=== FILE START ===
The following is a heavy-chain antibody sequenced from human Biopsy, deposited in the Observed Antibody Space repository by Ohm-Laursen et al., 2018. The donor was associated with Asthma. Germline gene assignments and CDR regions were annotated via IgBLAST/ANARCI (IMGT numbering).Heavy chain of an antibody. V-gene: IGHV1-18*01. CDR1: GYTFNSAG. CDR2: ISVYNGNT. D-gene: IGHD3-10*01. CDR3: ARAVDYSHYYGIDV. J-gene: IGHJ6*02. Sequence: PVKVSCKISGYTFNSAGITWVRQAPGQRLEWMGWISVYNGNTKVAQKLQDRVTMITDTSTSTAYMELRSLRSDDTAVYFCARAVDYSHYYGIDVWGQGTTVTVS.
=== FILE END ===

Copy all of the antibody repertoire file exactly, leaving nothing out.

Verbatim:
The following is a heavy-chain antibody sequenced from human Biopsy, deposited in the Observed Antibody Space repository by Ohm-Laursen et al., 2018. The donor was associated with Asthma. Germline gene assignments and CDR regions were annotated via IgBLAST/ANARCI (IMGT numbering).Heavy chain of an antibody. V-gene: IGHV1-18*01. CDR1: GYTFNSAG. CDR2: ISVYNGNT. D-gene: IGHD3-10*01. CDR3: ARAVDYSHYYGIDV. J-gene: IGHJ6*02. Sequence: PVKVSCKISGYTFNSAGITWVRQAPGQRLEWMGWISVYNGNTKVAQKLQDRVTMITDTSTSTAYMELRSLRSDDTAVYFCARAVDYSHYYGIDVWGQGTTVTVS.